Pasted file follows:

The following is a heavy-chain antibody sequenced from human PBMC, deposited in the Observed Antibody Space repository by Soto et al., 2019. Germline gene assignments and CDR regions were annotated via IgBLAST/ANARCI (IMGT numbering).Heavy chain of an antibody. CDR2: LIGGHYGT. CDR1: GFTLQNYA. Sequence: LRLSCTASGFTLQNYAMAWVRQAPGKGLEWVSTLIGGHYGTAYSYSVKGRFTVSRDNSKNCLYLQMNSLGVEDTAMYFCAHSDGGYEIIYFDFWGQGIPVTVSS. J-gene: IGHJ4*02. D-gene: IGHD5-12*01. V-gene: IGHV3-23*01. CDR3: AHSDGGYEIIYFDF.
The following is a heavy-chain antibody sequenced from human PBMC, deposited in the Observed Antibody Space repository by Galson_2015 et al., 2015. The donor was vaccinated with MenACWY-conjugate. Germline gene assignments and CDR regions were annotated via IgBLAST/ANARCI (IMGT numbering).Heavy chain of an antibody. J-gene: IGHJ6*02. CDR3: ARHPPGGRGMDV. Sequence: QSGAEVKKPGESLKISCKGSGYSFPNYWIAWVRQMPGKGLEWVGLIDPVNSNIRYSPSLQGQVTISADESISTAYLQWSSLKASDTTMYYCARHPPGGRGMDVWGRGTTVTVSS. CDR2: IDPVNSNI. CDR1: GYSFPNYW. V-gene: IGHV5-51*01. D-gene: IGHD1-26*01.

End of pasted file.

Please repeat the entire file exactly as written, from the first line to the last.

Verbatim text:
The following is a heavy-chain antibody sequenced from human PBMC, deposited in the Observed Antibody Space repository by Soto et al., 2019. Germline gene assignments and CDR regions were annotated via IgBLAST/ANARCI (IMGT numbering).Heavy chain of an antibody. CDR2: LIGGHYGT. CDR1: GFTLQNYA. Sequence: LRLSCTASGFTLQNYAMAWVRQAPGKGLEWVSTLIGGHYGTAYSYSVKGRFTVSRDNSKNCLYLQMNSLGVEDTAMYFCAHSDGGYEIIYFDFWGQGIPVTVSS. J-gene: IGHJ4*02. D-gene: IGHD5-12*01. V-gene: IGHV3-23*01. CDR3: AHSDGGYEIIYFDF.
The following is a heavy-chain antibody sequenced from human PBMC, deposited in the Observed Antibody Space repository by Galson_2015 et al., 2015. The donor was vaccinated with MenACWY-conjugate. Germline gene assignments and CDR regions were annotated via IgBLAST/ANARCI (IMGT numbering).Heavy chain of an antibody. J-gene: IGHJ6*02. CDR3: ARHPPGGRGMDV. Sequence: QSGAEVKKPGESLKISCKGSGYSFPNYWIAWVRQMPGKGLEWVGLIDPVNSNIRYSPSLQGQVTISADESISTAYLQWSSLKASDTTMYYCARHPPGGRGMDVWGRGTTVTVSS. CDR2: IDPVNSNI. CDR1: GYSFPNYW. V-gene: IGHV5-51*01. D-gene: IGHD1-26*01.